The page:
Late Quarternary montane vegetation dynamics in Bwindi-impenetrable forest, Central Africa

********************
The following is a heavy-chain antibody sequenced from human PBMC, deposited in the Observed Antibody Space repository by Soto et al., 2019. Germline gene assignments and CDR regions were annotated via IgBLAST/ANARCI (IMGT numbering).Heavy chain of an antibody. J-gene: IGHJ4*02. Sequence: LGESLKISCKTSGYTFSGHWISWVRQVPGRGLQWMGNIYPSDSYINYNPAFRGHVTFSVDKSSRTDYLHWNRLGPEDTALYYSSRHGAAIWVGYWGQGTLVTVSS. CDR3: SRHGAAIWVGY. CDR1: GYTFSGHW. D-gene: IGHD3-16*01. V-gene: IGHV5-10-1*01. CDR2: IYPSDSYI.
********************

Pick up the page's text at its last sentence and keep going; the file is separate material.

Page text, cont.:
Mubwindi Swamp in the Rukiga Highlands of south west Uganda is today surrounded by dense stands of moist lower montane forest. A survey of the present-day vegetation combined with an investigation of the surface pollen spectra indicate pollen accumulating on the swamp surface mainly result from taxa within the catchment. This survey also highlights that a combination of climatic, edaphic, demographic and human factors control the present-day composition and distribution of montane forest. Mubwindi Swamp comprises deep accumulations of peat-rich deposits. Pollen data from three cores of sediment provide a partial record of montane vegetation history since at least 43,000 yr B.P. This record is broken by at leat two, and possibly three, sedimentary hiati. Twelve radiocarbon ages, charcoal data from two cores using combination of three methods, and investigations into particle size characteristics place this record of montane vegetation dynamics within a wider palaeoenvironmental debate concerning Pleistocene climates, forest refugia, and human induced impacts on montane forests. Pollen deposited before and soon after the last glacial maximum represents a vegetation composition very different to that of the modern vegetation within the Mubwindi Swamp catchment. Specifically there were increased amounts of Artemisia, Ericaceae, Faurea and Stoebe. However, some elements found within the modern vegetation persisted during these periods, these include Ilex, Olea, Podocarpus and Zanthoxylum. These taxa may have persisted possibly because of favourable topography or soils. The uppermost 5m of deposits in core MB6 from the site are dated to the last 2100 years, and thus provide an opportunity, so far unique for Uganda, and much of central Africa, to record variations in the composition of montane vegetation during the late Holocene. Results of analyses of pollen indicate that lower montane forest has been present in the catchment for Mubwindi Swamp throughout the last 2100 years, despite extensive clearance in other parts of the region over the same period. A transition to a more open - and possibly drier - form of forest is apparent from around 680 yr B.P. This montane forest composition is thought to stem from a recent period of climatic change to less humid conditions. This change is followed by an increased occurrence of pollen from plants presently associated with areas of degraded forest from around 200 yr B.P. and a decrease in pollen from important sources of timber. Some recovery of timber trees is apparent from around 50 yr B.P. Changes in forest composition around 200 years ago could be interpreted as representing slightly increased humidity. However, in view of the nature of these changes, a low level of human impact was probably the most important causal factor. The gazetting of Bwindi-Impenetrable Forest as a Forest Reserve in the early 1930s may have facilitated a recovery of timber trees during the present century.